“What you unknowingly worship, I proclaim to you" (Acts 17:24).
Many surveys reflect a sharp increase of Americans who say they are unaffiliated with any church. Over a third of young adults reportedly self-identify in this category. All mainline Christian denominations have lost ground, including Catholics. Many of the unaffiliated say they are atheists or agnostics.
The surveys only speculate on reasons for the drop in formal membership, but the failure of mainline Christianity to attract and hold young people is an acknowledged factor. This speaks to a shift in culture and the perception by many seekers that formal religion has not offered real meaning and purpose or modeled an effective way to address social justice problems and people's personal questions.
In today's reading from Acts, St. Paul is visiting the hilltop in Athens where shrines and statues identified deities popular among the Greeks. Greek thinkers were known for exploring basic questions of meaning. Paul's approach is to explain how "natural theology," represented by the Greek shrine to an "Unknown God," could lead to acceptance of an all-knowing creator by rational argument.
His erudite speech ends when he tells his audience that God revealed the truth by raising a Jewish man named Jesus from the dead. They laugh at Paul and most of them politely excuse themselves. Like the Romans, Greeks saw religion as merely a civic exercise in a secular culture, but they did not commit to personal faith beyond that.
The journey to faith has many thresholds and paths. The more experience people have, the more they understand how mysterious life is. Adversity teaches resilience; struggle exposes our hopes and fears; love teaches us values that go beyond this world and our own brief lives.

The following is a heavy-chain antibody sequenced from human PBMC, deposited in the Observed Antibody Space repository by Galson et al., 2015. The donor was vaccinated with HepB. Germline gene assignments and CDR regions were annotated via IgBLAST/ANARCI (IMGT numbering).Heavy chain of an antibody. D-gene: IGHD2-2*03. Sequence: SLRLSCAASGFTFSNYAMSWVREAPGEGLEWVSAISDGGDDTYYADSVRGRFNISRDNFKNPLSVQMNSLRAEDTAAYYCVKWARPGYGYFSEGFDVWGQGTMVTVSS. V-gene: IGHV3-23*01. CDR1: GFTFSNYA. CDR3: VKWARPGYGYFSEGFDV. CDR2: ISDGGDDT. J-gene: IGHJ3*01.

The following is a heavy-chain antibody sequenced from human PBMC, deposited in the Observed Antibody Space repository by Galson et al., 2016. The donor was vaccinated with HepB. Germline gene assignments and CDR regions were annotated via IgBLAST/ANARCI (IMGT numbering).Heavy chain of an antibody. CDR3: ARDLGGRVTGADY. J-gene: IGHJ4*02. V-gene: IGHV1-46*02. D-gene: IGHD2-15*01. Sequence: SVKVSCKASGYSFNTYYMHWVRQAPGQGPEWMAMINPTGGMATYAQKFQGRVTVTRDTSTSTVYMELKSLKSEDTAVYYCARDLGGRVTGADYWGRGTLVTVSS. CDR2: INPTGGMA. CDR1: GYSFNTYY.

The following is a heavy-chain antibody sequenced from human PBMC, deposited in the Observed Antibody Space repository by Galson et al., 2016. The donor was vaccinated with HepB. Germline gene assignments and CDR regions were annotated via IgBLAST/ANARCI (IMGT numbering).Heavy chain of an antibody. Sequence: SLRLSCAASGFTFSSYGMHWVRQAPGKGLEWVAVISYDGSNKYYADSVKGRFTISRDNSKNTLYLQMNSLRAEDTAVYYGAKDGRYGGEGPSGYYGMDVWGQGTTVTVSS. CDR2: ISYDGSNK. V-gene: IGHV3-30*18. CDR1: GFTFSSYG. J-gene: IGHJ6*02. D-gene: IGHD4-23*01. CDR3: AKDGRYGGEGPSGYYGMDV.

Jesus tells his disciples in today's Gospel that they have much to learn, but they cannot bear it all at once. Only with time and experience, and the help of the Holy Spirit, will they enter the deeper mysteries of self-sacrifice as the path to meaning and ultimately to glory.
Knowing little and believing less can paradoxically be a good place to start because the mind is not cluttered with easy assumptions. When we let Life itself be our teacher, it sets us on the road to faith by urging us to face our questions and problems honestly. A sincere heart and an open mind inevitably lead to the deepest questions about the source and purpose of our own existence.
This is when we begin to encounter the nameless God who knows us by name and loves us more than we can imagine.